c) dealing with or otherwise disposing of any assets in the ordinary and proper course of business.
If instructed by a respondent to dispose of an asset, a bank must be careful, as previous case law clarified that, to qualify as a disposal (or payment) in the "ordinary course of business" which will fall within the exception, a bank must ensure that a disposal is:
a) in the ordinary course of business, and
b) in the proper course of business3.
The above requirements are separate and cumulative, and whether a payment falls within the exception will thus depend on what business is carried on by the respondent in question, and how it is usually carried on. If a bank had been instructed to carry out a series of similar transactions before a freezing injunction was granted, this would point towards those types of transactions being in the "ordinary course of business". Whether a payment is made in the "proper course of business" will depend on the purpose of the payment. If a payment is made to discharge a pre-existing liability of the business incurred in good faith, then this would probably be within the proper course of business.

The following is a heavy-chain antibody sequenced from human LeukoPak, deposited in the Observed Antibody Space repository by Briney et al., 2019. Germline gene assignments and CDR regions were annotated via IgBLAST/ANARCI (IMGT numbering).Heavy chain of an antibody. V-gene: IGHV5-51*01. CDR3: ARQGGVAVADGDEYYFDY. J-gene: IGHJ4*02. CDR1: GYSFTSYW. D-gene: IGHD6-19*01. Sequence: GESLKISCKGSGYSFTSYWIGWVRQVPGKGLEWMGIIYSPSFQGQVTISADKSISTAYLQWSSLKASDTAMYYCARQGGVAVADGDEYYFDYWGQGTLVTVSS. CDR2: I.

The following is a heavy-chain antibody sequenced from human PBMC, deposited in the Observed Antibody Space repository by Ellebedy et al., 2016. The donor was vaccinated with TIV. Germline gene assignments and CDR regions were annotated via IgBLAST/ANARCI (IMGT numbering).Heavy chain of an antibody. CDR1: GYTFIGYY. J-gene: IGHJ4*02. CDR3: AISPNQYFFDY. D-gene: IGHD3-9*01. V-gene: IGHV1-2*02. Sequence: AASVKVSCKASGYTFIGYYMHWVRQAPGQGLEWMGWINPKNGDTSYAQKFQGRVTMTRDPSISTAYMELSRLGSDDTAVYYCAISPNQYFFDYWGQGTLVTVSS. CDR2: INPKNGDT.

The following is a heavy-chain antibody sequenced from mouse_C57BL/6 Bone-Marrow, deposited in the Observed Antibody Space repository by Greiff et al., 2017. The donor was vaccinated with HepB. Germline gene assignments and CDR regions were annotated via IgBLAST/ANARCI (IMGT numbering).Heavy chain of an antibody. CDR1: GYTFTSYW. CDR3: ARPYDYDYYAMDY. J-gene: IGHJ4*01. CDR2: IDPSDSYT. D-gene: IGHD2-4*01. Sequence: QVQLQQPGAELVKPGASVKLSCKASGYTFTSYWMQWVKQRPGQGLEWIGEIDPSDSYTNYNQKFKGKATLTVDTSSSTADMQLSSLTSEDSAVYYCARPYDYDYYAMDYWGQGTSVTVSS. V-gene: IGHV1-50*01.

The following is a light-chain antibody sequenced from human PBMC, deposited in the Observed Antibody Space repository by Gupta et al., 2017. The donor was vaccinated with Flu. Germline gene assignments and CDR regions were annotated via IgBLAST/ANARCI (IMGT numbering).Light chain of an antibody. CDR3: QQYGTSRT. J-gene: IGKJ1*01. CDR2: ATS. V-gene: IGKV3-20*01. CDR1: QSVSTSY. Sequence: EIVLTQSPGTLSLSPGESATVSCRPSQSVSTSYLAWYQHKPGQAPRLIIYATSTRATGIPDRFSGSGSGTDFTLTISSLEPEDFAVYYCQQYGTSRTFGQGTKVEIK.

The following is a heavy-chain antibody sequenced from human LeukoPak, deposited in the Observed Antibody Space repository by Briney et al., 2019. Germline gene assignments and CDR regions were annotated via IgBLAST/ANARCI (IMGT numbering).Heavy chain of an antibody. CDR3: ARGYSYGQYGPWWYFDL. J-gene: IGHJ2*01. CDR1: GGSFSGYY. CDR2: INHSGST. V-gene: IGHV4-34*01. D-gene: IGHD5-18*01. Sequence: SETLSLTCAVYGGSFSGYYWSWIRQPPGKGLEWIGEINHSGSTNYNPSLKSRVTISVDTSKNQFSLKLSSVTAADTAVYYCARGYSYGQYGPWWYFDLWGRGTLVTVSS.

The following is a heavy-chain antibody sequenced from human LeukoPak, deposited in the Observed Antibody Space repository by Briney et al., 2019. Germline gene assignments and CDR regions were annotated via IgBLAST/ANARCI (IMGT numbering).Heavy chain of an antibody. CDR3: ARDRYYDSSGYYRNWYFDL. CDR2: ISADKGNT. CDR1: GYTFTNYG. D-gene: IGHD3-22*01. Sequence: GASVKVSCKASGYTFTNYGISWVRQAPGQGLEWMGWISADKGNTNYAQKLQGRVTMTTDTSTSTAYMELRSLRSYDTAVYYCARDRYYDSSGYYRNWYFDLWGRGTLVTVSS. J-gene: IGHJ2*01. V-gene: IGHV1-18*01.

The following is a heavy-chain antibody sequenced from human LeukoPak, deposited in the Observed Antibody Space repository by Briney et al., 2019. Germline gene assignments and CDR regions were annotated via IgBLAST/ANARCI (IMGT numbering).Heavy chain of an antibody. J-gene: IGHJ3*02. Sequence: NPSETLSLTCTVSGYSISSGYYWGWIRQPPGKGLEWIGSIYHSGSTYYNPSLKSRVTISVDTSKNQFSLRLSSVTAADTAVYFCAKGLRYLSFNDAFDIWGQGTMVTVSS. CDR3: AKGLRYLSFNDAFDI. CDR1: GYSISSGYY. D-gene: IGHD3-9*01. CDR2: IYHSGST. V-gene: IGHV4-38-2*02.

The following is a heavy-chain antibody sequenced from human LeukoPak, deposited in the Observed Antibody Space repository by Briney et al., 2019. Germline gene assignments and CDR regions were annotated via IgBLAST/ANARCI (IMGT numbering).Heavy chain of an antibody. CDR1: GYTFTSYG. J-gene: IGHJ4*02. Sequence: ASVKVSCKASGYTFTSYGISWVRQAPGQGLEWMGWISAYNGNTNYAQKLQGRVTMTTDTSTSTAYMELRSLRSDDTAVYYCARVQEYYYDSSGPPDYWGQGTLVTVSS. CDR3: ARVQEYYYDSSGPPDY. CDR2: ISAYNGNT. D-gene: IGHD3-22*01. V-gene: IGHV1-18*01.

Protection for a bank/variation of the order
The standard order also provides that:
a) the order does not prevent any bank from exercising any right of set-off it may have in respect of any facility which it gave to the respondent before it was notified of the order; and
b) no bank need enquire as to the application or proposed application of any money withdrawn by the respondent if the withdrawal appears to be permitted by the order.
If a bank is adversely affected by the order, it can seek to vary it by agreement with the applicant's legal representatives. It may be that a court order is not required to vary the freezing order if the order permits the parties to agree a variation in writing. If the order does not provide for this, the bank can apply to the court to vary the order, but must first inform the Applicant's legal representatives and supply them with the substance of any evidence to be relied upon in support of the application. Providing it is acting reasonably, a bank is likely to recover from the applicant its costs of any such application to court.
Being subject to a freezing order will not usually constitute an event of default under a facility agreement unless caught by a repeating representation and warranty concerning litigation.
Consequences of breaching a freezing order
Any bank notified of a freezing order and who knowingly assists in or permits a breach of it is liable for contempt of court, punishable by a fine or imprisonment. ...so it needs to get it right!
1. CPR 25.1(1)(f)
2. JSC BTA Bank v Ablyazov  UKSC 64
3. Emmott v Michael Wilson & Partners  EWCA Civ 1028
The content of this article is intended to provide a general guide to the subject matter. Specialist advice should be sought about your specific circumstances.